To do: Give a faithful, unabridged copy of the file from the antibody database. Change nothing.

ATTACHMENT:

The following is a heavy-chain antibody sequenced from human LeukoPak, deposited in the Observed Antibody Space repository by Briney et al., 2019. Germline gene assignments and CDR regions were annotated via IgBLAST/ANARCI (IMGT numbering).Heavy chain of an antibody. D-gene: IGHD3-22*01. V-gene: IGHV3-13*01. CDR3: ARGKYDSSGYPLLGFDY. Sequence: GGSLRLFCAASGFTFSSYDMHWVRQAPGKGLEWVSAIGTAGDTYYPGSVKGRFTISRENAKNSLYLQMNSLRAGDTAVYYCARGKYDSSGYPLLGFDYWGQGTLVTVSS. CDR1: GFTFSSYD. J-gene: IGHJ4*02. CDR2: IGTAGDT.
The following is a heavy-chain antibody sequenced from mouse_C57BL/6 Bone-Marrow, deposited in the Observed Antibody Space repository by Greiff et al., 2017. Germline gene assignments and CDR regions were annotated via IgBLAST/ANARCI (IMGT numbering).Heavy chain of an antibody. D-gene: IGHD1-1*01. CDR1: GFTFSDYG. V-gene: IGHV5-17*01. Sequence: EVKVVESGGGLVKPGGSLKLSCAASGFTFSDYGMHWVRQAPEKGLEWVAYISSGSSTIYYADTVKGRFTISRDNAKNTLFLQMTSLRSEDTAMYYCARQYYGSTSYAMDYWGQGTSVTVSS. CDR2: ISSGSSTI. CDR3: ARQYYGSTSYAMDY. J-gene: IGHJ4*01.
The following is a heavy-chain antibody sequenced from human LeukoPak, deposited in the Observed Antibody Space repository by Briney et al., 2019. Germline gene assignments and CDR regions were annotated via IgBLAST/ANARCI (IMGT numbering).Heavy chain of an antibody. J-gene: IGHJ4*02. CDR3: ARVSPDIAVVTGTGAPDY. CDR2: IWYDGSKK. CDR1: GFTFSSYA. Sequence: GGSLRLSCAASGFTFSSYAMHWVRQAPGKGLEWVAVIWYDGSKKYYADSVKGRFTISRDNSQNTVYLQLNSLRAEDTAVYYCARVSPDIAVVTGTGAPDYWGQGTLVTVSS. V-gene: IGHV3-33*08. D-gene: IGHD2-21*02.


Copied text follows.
The following is a heavy-chain antibody sequenced from human LeukoPak, deposited in the Observed Antibody Space repository by Briney et al., 2019. Germline gene assignments and CDR regions were annotated via IgBLAST/ANARCI (IMGT numbering).Heavy chain of an antibody. D-gene: IGHD3-22*01. V-gene: IGHV3-13*01. CDR3: ARGKYDSSGYPLLGFDY. Sequence: GGSLRLFCAASGFTFSSYDMHWVRQAPGKGLEWVSAIGTAGDTYYPGSVKGRFTISRENAKNSLYLQMNSLRAGDTAVYYCARGKYDSSGYPLLGFDYWGQGTLVTVSS. CDR1: GFTFSSYD. J-gene: IGHJ4*02. CDR2: IGTAGDT.
The following is a heavy-chain antibody sequenced from mouse_C57BL/6 Bone-Marrow, deposited in the Observed Antibody Space repository by Greiff et al., 2017. Germline gene assignments and CDR regions were annotated via IgBLAST/ANARCI (IMGT numbering).Heavy chain of an antibody. D-gene: IGHD1-1*01. CDR1: GFTFSDYG. V-gene: IGHV5-17*01. Sequence: EVKVVESGGGLVKPGGSLKLSCAASGFTFSDYGMHWVRQAPEKGLEWVAYISSGSSTIYYADTVKGRFTISRDNAKNTLFLQMTSLRSEDTAMYYCARQYYGSTSYAMDYWGQGTSVTVSS. CDR2: ISSGSSTI. CDR3: ARQYYGSTSYAMDY. J-gene: IGHJ4*01.
The following is a heavy-chain antibody sequenced from human LeukoPak, deposited in the Observed Antibody Space repository by Briney et al., 2019. Germline gene assignments and CDR regions were annotated via IgBLAST/ANARCI (IMGT numbering).Heavy chain of an antibody. J-gene: IGHJ4*02. CDR3: ARVSPDIAVVTGTGAPDY. CDR2: IWYDGSKK. CDR1: GFTFSSYA. Sequence: GGSLRLSCAASGFTFSSYAMHWVRQAPGKGLEWVAVIWYDGSKKYYADSVKGRFTISRDNSQNTVYLQLNSLRAEDTAVYYCARVSPDIAVVTGTGAPDYWGQGTLVTVSS. V-gene: IGHV3-33*08. D-gene: IGHD2-21*02.